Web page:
The audit is the highest level of assurance service that a CPA performs and is intended to
provide a user comfort on the accuracy of financial statements. The CPA performs
procedures in order to obtain “reasonable assurance” (defined as a high but not absolute
level of assurance) about whether the financial statements are free
from material misstatement.
In an audit, a CPA is required to obtain an understanding of a business’s internal control and
assess fraud risk. The CPA is also required to corroborate the amounts
and disclosures included in the financial statements by obtaining audit
evidence through inquiry, physical inspection, observation, third-party confirmations,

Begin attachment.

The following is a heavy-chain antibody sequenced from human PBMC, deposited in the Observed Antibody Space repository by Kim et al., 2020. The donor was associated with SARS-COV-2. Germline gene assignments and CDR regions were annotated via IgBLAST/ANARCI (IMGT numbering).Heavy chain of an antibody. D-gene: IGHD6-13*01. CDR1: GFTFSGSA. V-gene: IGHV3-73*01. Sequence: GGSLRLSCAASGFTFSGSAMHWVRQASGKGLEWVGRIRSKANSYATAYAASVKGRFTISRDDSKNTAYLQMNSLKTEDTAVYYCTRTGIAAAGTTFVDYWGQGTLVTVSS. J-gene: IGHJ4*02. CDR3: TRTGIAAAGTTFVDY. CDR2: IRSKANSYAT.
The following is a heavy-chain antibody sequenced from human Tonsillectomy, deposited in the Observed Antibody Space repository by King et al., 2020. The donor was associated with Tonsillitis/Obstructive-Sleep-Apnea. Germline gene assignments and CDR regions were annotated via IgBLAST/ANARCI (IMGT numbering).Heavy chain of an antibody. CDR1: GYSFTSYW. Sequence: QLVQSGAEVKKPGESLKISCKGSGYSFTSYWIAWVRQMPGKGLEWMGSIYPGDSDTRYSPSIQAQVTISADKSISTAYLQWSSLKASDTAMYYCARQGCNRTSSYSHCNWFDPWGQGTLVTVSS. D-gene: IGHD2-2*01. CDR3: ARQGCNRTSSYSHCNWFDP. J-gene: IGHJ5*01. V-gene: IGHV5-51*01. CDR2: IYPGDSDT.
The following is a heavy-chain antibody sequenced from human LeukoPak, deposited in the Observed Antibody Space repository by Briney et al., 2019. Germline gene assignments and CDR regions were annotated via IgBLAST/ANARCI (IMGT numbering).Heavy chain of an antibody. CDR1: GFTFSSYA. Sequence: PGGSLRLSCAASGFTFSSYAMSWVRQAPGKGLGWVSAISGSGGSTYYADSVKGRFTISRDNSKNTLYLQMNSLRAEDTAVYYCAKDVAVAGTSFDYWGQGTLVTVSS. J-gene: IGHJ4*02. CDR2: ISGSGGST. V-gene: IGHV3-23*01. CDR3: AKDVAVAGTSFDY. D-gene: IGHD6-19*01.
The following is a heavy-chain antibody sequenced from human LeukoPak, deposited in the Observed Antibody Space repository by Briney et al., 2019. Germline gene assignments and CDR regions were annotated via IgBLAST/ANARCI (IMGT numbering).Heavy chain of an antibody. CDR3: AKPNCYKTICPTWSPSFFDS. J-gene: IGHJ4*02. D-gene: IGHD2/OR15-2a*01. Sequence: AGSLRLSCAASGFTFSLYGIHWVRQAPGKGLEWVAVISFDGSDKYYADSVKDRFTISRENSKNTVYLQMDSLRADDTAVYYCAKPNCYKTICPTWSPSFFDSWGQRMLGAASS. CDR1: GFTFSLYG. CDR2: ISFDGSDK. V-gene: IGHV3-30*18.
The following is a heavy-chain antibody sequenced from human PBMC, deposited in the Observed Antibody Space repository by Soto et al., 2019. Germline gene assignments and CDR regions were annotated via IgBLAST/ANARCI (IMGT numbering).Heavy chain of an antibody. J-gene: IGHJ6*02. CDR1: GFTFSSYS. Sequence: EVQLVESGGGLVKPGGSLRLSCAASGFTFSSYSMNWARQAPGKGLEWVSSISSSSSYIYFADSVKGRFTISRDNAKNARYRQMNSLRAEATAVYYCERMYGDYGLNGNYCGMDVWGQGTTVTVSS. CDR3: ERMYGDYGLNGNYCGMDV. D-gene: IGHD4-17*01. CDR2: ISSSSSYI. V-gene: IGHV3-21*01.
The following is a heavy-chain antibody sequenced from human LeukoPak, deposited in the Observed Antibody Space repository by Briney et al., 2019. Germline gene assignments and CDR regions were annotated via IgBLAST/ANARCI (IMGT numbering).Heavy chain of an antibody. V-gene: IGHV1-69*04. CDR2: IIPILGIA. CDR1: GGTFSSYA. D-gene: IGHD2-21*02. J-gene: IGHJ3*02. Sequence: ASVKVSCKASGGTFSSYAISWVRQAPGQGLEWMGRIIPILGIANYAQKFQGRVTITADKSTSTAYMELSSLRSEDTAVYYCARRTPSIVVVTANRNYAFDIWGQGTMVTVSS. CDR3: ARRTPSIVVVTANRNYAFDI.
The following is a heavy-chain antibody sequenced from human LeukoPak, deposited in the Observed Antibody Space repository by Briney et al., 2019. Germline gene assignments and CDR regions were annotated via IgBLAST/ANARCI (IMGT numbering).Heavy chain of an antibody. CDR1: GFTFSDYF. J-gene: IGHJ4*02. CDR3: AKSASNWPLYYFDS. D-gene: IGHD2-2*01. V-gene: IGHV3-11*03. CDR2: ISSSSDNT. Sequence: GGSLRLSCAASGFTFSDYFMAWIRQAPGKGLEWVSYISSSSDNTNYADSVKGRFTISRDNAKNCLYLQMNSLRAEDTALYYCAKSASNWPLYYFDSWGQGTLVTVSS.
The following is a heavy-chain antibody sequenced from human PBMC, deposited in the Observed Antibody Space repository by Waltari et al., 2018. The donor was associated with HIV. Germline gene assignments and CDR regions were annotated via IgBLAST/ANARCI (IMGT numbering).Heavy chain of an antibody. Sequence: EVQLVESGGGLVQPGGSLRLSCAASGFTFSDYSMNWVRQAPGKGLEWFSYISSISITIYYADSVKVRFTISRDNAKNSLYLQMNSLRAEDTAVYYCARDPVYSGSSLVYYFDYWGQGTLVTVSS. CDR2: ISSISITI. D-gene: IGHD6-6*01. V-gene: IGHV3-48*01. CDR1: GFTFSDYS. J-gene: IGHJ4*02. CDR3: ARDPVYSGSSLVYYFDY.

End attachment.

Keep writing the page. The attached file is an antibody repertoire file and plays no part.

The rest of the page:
examination, analytical procedures, and other procedures.
When performing an audit engagement, the CPA is required to determine whether his or
her independence has been impaired. If the CPA’s independence has been impaired,
the CPA cannot perform the audit engagement.
The CPA will issue a formal report that expresses an opinion on whether the financial
statements are presented fairly, in all material aspects, in accordance with the
applicable financial reporting framework. In addition, the CPA is required to report any
significant or material weaknesses in the organization’s system of internal control that
are identified during the audit. By becoming aware of internal control weaknesses and
discussing these with the CPA, an organization might be able to improve the way it does
business.
As the highest level of assurance, an audit typically is appropriate – and often required – when
a client is seeking complex or high levels of financing and credit. An audit also is appropriate
if the client is seeking outside investors or preparing to sell or merge with another business.